Tuesday, August 26, 2008

Wind Power Storage

As more and more wind turbines begin to dot the countryside, particularly here in my area of Central Iowa, the debate intensifies between those that see wind energy as one of the most convenient and cost-effective power generations of our time and those who see it as a nuisance that clutters the sky and provides no real benefits.
I see the debate now as shifting as most accept that wind energy can and should be a part of our future power generation needs. Now people want to know how we make the technology small, more powerful, and more responsive to human needs. Groups working at NREL, the National Renewable Energy Laboratory, in Colorado are working towards making windmills much smaller but still capable of producing electricity comparable to their larger cousins -- this could allow 'back-yard' wind generation to occur in residential neighborhoods. But perhaps the greatest obstacle to overcome for wind, and the reason that I am still not totally sold on the whole idea, is the problem of storage.
Since electricity is impossible to store in quantifies large enough to sustain a city, many people balked at New York's Mayor Bloomberg's announcement that the city should install windmills all over -- on buildings, bridges, and off the coasts. But how was New York going to be able to power itself during hot, stagnant days when no wind is available? This problem would necessitate New York to build an equal electrical capacity in coal or nuclear power plants no matter how many windmills were put up in order to provide for the times when wind power would not keep up.
While the problem is a long way from being solved, a New Jersey company has an interesting solution -- store the power as compressed air during the night or during high-wind periods so that the stored energy could be used at other times. The idea is interesting but implementation will be hard to come about since the group working on the project estimate that it would take an underground container full of compressed air the size of New York's Giant's Stadium in order to provide 300megawatts of power -- only enough to power a large hospital for 300 hours. Still, I like the idea and that innovations are being considered. After this companies announcement, however, wind energy proponents pointed out that a DOE report indicated that 20% of our power could come from wind by 2030 without the need for electrical storage.... I guess we will just have to wait and see.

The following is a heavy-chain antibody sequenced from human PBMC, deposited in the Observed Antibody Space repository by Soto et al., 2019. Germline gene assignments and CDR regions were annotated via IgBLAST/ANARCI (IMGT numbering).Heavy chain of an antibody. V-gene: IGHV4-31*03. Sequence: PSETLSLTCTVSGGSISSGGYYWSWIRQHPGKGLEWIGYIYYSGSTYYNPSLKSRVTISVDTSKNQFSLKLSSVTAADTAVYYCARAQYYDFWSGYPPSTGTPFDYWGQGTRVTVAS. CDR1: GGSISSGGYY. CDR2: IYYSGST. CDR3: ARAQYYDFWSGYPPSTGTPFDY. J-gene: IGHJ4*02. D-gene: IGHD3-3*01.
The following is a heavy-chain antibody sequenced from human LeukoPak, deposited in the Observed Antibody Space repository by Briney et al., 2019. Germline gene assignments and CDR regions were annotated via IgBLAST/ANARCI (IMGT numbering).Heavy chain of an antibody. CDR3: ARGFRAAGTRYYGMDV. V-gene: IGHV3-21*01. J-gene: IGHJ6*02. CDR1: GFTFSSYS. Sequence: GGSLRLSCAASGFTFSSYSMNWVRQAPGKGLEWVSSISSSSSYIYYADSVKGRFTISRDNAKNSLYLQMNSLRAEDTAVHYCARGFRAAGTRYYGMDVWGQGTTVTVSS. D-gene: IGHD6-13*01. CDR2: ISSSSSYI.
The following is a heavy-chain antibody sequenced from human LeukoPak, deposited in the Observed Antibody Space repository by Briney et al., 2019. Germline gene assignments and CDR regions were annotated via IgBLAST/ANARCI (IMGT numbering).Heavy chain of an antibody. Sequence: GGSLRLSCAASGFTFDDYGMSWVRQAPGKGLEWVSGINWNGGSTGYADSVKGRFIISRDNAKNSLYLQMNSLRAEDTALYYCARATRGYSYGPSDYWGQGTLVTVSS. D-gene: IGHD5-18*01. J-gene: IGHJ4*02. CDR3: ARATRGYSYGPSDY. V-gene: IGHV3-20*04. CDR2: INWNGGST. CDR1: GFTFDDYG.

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Monday, August 25, 2008

Bacteria Boost Efficiency

A group at Washington University in St. Louis have managed to use bacteria to break-down unusable portions of the ethanol process in order to make methane. With this extra methane, the researchers are able to provide a readily usable fuel to power the ethanol making process, thereby increasing the efficiency. While only in the laboratory stages, the researchers hope that the process will scale up to the size of commercial ethanol plants. The numbers from their tests prove promising -- they are able to cut the natural gas/coal usage for the ethanol process by 50% when using this technology. Since natural gas accounts for approximately 60% of the process energy needed to produce ethanol, this could mean that the new technology would increase corn-ethanol's energy efficiency from plus 20% to up to plus 70%! This would be an emphatic jump and would contribute to the short term benefits of retrofitting current ethanol plants, which is the goal of these researchers. If the numbers hold up, this might be a great energy and cost-effective patch to put on current ethanol plants, minus the obvious need for initial capital to build another bacterial reactor and the needed infrastructure to capture the methane.

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